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The contrasting phylodynamics of human influenza B viruses.

Vijaykrishna D, Holmes EC, Joseph U, Fourment M, Su YC, Halpin R, Lee RT, Deng YM, Gunalan V, Lin X, Stockwell TB, Fedorova NB, Zhou B, Spirason N, Kühnert D, Bošková V, Stadler T, Costa AM, Dwyer DE, Huang QS, Jennings LC, Rawlinson W, Sullivan SG, Hurt AC, Maurer-Stroh S, Wentworth DE, Smith GJ, Barr IG - Elife (2015)

Bottom Line: Although considerable attention has been paid to influenza A viruses, a lack of equivalent data means that an integrated evolutionary and epidemiological framework has until now not been available for influenza B viruses, despite their significant disease burden.Through the analysis of over 900 full genomes from an epidemiological collection of more than 26,000 strains from Australia and New Zealand, we reveal fundamental differences in the phylodynamics of the two co-circulating lineages of influenza B virus (Victoria and Yamagata), showing that their individual dynamics are determined by a complex relationship between virus transmission, age of infection, and receptor binding preference.In sum, this work identifies new factors that are important determinants of influenza B evolution and epidemiology.

View Article: PubMed Central - PubMed

Affiliation: Duke-NUS Graduate Medical School, Singapore, Singapore.

ABSTRACT
A complex interplay of viral, host, and ecological factors shapes the spatio-temporal incidence and evolution of human influenza viruses. Although considerable attention has been paid to influenza A viruses, a lack of equivalent data means that an integrated evolutionary and epidemiological framework has until now not been available for influenza B viruses, despite their significant disease burden. Through the analysis of over 900 full genomes from an epidemiological collection of more than 26,000 strains from Australia and New Zealand, we reveal fundamental differences in the phylodynamics of the two co-circulating lineages of influenza B virus (Victoria and Yamagata), showing that their individual dynamics are determined by a complex relationship between virus transmission, age of infection, and receptor binding preference. In sum, this work identifies new factors that are important determinants of influenza B evolution and epidemiology.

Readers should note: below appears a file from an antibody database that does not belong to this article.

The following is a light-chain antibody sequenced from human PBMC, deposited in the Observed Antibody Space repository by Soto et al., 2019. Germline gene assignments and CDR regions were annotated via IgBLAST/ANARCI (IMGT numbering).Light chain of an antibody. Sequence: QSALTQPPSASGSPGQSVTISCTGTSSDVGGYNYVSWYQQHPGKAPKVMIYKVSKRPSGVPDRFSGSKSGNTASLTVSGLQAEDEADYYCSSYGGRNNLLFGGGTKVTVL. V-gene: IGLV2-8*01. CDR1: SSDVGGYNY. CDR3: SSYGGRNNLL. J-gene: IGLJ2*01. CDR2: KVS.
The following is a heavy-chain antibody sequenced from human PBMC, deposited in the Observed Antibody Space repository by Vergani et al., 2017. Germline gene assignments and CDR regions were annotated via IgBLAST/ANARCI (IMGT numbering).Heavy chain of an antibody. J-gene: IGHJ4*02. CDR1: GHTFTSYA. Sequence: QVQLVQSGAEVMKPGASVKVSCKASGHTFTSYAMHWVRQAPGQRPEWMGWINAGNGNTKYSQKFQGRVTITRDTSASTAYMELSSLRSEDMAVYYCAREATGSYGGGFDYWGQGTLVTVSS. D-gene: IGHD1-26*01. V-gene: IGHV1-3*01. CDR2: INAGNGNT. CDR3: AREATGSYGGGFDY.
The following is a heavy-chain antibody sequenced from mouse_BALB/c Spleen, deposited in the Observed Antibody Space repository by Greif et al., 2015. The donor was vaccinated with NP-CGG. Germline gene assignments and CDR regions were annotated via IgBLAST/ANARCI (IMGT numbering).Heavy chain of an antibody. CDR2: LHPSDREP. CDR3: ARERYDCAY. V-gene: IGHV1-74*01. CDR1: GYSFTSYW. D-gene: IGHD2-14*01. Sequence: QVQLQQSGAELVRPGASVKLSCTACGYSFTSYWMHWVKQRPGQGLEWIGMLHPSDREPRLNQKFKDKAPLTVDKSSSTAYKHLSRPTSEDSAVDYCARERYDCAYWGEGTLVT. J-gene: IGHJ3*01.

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Related in: MedlinePlus

Influenza B virus lineages in Australia and New Zealand, 2001–2013and source of full genomes.Percentage prevalence of influenza B viruses isolated from the three easternAustralian states and New Zealand (A). Coloured lines representthe proportion of influenza viruses typed as influenza B in each country (blue)and each of the eastern Australian states; Queensland (yellow), New South Wales(orange), and Victoria (pink). Bars represent the percentage prevalence ofVictoria (black) and Yamagata (red). Data based on National Notifiable DiseasesSurveillance system (NNDSS) for Australia and Environmental Science andResearch (ESR) for New Zealand. The lineage of representative influenza B virusstrains used in the trivalent influenza vaccine during these years in bothcountries (B). Excluding the years 2003 and 2009, influenza Bviruses represented on average 24.6% (range 9.5–53.7%) and 31.5% (range0.5–86.9%) of laboratory confirmed influenza viruses from Australia andNew Zealand, respectively. The percentage of circulating influenza viruses thatwere influenza B was significantly lower in 2003 (AUS, 3.4%) and 2009 (AUS,0.8%) than in other years, due to the dominance of a new H3N2 variant(A/Fujian/412/2002-like) in 2003 and the emergence of the H1N1 pandemic in2009. Source of full genomes of Victoria and Yamagata viruses(C).DOI:http://dx.doi.org/10.7554/eLife.05055.004